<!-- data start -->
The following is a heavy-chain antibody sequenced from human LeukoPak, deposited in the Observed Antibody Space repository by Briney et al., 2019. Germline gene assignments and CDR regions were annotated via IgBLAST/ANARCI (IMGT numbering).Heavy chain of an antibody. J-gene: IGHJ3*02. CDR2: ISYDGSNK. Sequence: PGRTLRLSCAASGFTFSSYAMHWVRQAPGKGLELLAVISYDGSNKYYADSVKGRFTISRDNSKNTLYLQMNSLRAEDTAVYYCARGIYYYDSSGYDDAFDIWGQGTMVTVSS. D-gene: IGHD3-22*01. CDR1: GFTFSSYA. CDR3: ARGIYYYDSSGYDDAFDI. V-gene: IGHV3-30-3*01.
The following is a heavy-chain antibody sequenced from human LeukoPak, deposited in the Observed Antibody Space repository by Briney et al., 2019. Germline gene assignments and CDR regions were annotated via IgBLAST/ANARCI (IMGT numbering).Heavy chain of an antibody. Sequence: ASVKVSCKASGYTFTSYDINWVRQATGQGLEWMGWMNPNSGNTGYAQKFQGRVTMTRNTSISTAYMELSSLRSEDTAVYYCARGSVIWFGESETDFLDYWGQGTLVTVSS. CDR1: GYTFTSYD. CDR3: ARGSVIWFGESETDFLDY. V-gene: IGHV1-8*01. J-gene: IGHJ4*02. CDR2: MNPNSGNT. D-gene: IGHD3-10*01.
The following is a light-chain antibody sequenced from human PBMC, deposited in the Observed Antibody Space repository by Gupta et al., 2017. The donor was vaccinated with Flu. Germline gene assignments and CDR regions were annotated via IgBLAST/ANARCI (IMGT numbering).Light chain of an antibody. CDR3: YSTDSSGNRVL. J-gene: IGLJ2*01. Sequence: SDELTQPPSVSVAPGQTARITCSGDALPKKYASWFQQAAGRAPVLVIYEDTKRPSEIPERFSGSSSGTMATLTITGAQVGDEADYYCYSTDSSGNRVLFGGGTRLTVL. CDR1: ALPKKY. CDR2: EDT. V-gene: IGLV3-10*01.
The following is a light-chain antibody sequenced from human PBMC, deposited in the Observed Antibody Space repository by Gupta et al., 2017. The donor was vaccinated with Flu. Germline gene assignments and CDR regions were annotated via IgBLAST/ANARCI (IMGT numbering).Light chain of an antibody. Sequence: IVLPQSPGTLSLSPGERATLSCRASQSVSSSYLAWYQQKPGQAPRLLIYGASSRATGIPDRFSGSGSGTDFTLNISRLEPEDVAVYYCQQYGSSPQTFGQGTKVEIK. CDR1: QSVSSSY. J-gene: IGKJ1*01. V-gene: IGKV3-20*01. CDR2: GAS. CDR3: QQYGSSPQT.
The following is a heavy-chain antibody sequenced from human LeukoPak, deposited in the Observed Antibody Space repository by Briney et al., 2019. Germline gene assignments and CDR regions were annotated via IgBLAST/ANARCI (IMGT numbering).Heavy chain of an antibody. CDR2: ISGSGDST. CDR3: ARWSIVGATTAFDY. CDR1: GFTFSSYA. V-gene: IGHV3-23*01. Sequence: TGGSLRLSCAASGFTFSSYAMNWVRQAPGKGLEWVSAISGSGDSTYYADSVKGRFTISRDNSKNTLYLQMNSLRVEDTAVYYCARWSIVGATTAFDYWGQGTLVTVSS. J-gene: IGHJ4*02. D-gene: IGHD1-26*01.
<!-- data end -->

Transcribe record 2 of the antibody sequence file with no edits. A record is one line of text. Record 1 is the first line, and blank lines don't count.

The following is a heavy-chain antibody sequenced from human LeukoPak, deposited in the Observed Antibody Space repository by Briney et al., 2019. Germline gene assignments and CDR regions were annotated via IgBLAST/ANARCI (IMGT numbering).Heavy chain of an antibody. Sequence: ASVKVSCKASGYTFTSYDINWVRQATGQGLEWMGWMNPNSGNTGYAQKFQGRVTMTRNTSISTAYMELSSLRSEDTAVYYCARGSVIWFGESETDFLDYWGQGTLVTVSS. CDR1: GYTFTSYD. CDR3: ARGSVIWFGESETDFLDY. V-gene: IGHV1-8*01. J-gene: IGHJ4*02. CDR2: MNPNSGNT. D-gene: IGHD3-10*01.